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NEVADA REPORT Vegas native Atchison learning, Jr. Golden Knights’ 12U AA team developing in WHL rookie season to play prestigious Quebec event By Matt Mackinder

By Matt Mackinder



ast summer when the Spokane Chiefs signed Erik Atchison to a Western Hockey League contract, Chiefs GM Scott Carter said the Las Vegas native impressed him at the team’s training camp to the point where signing the 2002 birth year was the only option. And now in the home stretch of the season, Atchison has seen to it that Carter made the right move. “From a personal standpoint, the season has been great, but I want to get more points on the board,” Atchison said. “From a team standpoint, we have a fantastic great group of guys and a great team.” Atchison was originally selected by the Chiefs in the fifth round (94th overall) of the 2017 WHL Bantam Draft. As a talented American player, Atchison had to decide at a young age if he wanted to pursue the NCAA route or take the Major Junior path with Spokane. In choosing Spokane, Atchison said he has zero regrets. “I really just loved the pro style of the WHL,” said Atchison. “I liked how many games they play there, how much it’s like the NHL and how good the players are in the league.” A graduate of the Las Vegas Outlaws and Storm programs back home, Atchison also developed with the Arizona Bobcats AAA program in the Phoenix area. “Hockey has grown like crazy in Vegas,” Atchison said. “The teams are way better than they were when I played there.” It was in Nevada, however, that Atchison got the itch to get on the ice. Down the line, Atchison has lofty goals in mind. “Short term would probably to be a 20-goal scorer in the WHL and be a main guy and long term, I want to play in the NHL,” Atchison said.

he beat goes on for the Vegas Jr. Golden Knights’ 12U AA team. First, the squad won a regional Silver Stick championship in December. And recently, it was announced that the team will participate in the prestigious Quebec International Pee-Wee Hockey Tournament from Feb. 13-24. This will mark the first time a Vegas Jr. Golden Knights club will travel to and play in the tournament. “We are proud to represent the Vegas Golden Knights - and all of Las Vegas youth hockey - in the Quebec International Pee-Wee tournament,” said Golden Knights director of hockey operations Misha Donskov. “The Quebec International Pee-Wee tournament is world class - there is not another youth hockey competition around like it. The number of NHL players who have played in the tournament is impressive and we hope to one day see Jr. Golden Knights names listed alongside these current and former NHL stars. We are grateful for Cirque du Soleil’s support in helping make this trip possible.” Thanks to the partnership with Cirque du Soleil, the club’s travel and tournament expenses will be significantly reduced. “As a company founded in Quebec and now thriving in Las Vegas, Cirque du Soleil finds it rewarding to come full circle and support our Vegas Jr. Golden Knights Pee Wee AA team as they compete in our homeland,” said Cirque du Soleil VP of marketing and PR Lou D’Angeli. “Having been a member in the Las Vegas community for more than 25 years, we take great pride fostering the talent in our youth.” The Jr. Golden Knights’ Pee Wee AA team is comprised of forwards Tyler Atchison, Casey Berninger, Jessie Brewer, Jack Lackas, Chayse Laurie, Finn McNabb, Chase Nehring, Caden Ross and Colin Spencer; defensemen Trevor Abele, Connor Beers, Carson Craig, Daniel Maddison and Kaden Mulcahy; and goaltenders Austin Neill and Logan Perez. Head coach Kevin Mulcahy is joined on the bench by assistant coach Bo Lackas and the team manager is Kevin Atchison.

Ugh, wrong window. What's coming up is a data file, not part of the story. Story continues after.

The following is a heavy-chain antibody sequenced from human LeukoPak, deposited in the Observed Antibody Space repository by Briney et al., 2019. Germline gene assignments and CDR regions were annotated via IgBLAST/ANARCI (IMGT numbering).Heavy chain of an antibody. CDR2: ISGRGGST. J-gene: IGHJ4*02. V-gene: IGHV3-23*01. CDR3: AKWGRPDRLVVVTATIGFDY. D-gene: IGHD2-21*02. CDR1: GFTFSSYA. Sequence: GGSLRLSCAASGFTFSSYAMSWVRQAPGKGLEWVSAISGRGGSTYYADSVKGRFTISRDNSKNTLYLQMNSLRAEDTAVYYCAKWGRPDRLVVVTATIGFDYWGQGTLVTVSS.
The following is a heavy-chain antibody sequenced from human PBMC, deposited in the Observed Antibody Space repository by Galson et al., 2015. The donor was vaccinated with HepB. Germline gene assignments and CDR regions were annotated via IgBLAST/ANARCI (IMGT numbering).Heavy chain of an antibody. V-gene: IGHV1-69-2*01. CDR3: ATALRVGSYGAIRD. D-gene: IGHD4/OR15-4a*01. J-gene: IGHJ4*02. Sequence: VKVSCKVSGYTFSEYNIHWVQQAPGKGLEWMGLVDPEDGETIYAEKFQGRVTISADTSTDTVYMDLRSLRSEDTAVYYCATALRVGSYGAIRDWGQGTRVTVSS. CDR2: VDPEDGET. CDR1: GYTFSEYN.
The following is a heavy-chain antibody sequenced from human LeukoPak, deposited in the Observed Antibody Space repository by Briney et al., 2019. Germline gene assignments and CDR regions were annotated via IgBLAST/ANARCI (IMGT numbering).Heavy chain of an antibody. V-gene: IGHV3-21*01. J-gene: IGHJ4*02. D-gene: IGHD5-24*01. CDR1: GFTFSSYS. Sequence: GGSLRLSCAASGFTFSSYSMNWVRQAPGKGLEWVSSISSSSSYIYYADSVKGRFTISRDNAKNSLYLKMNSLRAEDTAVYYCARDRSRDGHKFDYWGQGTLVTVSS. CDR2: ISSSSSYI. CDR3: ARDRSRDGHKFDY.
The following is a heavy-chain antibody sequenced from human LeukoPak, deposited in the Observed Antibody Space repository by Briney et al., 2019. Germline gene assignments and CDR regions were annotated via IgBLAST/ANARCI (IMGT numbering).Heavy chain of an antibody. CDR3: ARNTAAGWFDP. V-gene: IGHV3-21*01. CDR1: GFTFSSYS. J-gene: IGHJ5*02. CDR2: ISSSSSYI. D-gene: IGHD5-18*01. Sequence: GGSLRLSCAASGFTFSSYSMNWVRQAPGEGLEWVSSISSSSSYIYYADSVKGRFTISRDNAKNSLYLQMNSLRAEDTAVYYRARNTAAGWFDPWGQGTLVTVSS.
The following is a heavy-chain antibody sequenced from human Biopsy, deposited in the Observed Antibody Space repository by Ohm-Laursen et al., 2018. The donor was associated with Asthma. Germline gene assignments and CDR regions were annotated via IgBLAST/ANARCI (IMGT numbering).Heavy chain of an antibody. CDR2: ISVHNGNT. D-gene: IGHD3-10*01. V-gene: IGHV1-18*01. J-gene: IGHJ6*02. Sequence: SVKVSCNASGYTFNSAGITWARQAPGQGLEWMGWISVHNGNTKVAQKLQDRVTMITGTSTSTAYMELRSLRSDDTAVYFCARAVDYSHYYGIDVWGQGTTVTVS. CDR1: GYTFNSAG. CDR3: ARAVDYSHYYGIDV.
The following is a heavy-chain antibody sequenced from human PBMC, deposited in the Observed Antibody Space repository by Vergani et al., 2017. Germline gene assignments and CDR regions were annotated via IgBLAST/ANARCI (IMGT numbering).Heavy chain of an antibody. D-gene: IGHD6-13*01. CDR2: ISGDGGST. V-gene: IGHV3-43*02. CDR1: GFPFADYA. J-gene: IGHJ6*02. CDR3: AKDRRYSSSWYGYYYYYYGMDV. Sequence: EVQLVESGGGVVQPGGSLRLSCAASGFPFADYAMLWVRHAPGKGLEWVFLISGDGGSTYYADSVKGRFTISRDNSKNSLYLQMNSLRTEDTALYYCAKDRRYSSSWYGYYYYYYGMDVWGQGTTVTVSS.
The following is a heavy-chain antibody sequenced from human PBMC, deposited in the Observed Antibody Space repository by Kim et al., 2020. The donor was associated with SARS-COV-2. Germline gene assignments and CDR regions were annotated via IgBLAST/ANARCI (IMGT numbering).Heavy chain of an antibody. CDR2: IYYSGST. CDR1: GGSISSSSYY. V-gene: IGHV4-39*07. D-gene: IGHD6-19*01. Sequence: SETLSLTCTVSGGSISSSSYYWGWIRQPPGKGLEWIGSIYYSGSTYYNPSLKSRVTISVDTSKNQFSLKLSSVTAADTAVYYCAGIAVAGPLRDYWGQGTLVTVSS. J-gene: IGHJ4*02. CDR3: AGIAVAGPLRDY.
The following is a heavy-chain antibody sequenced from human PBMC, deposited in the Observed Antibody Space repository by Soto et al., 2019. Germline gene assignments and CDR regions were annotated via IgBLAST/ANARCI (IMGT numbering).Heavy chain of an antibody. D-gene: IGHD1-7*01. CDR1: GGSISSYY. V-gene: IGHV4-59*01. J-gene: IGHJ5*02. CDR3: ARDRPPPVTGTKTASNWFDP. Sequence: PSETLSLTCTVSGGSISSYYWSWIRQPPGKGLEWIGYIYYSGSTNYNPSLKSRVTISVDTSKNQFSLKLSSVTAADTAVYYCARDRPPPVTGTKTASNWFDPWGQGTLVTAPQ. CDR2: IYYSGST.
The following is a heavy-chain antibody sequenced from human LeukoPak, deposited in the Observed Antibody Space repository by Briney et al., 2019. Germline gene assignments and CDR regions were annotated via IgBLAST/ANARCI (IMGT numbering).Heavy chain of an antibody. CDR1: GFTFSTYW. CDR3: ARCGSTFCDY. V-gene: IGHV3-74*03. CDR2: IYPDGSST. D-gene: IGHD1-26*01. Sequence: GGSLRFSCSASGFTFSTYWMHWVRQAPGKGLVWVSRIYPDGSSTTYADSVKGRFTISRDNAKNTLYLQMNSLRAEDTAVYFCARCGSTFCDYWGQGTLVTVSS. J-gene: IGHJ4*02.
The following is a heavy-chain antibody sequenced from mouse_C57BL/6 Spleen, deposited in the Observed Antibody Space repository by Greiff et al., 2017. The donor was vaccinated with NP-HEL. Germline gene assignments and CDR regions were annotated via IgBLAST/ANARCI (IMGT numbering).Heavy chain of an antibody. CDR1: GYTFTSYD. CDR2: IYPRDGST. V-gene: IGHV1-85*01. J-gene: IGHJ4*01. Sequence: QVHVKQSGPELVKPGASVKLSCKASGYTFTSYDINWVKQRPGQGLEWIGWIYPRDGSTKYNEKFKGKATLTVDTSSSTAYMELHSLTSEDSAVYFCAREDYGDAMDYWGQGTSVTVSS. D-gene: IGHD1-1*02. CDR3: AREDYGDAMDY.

FROM THE TRAINER’S ROOM Looking at hockey MCL injuries – what to expect, how to treat T

he medial collateral ligament in the knee, or MCL, was the second most common injury in NCAA hockey in 2013 as stated by Grant, Bedi, Kurz, Bancroft & Miller. The study showed that only concussions had a higher injury rate in male collegiate players. The MCL is one of four ligaments in the knee and is located on the inside or medial portion of the knee connecting the femur and Chris Phillips tibia. The ligament’s purpose is to provide support to the inside of the knee helping prevent a valgus or inward movement of the joint. This ligament can be injured when a player is either hit from the outside of the knee, placing an inward force on the knee, or when the player pivots or twists the knee and the skate sticks into the ice. Though MCL injuries can be painful and debilitating, they rarely require surgery to repair them. Since the MCL is located outside the joint capsule, unlike the ACL and PCL, it typically gets decent blood flow and heals fairly well. Recovery time usually ranges between 2-8 weeks to a full recovery. As the ligament heals, the rehab should be focused on linear or straight forward movement that does not place any inward force on the knee. The unfortunate thing here is that skating and shooting does place this type of force on the knee and will be one of the last phases of rehab. Once linear exercises and drills can be performed, lateral movement can be introduced. As these exercises and drills become pain-free and there is no feeling of instability, the athlete can typically return to the ice and slowly integrate back into playing again.

Chris Phillips is an athletic trainer and strength and conditioning specialist with over 20 years’ experience in professional hockey, football and soccer. Chris is the owner of Compete Sports Performance and Rehab in Orange County.


Profile for Rubber Hockey Magazines

California Rubber Magazine - February 2019  

The February issue, featuring the One Step Sharks on the cover, has hit the streets!

California Rubber Magazine - February 2019  

The February issue, featuring the One Step Sharks on the cover, has hit the streets!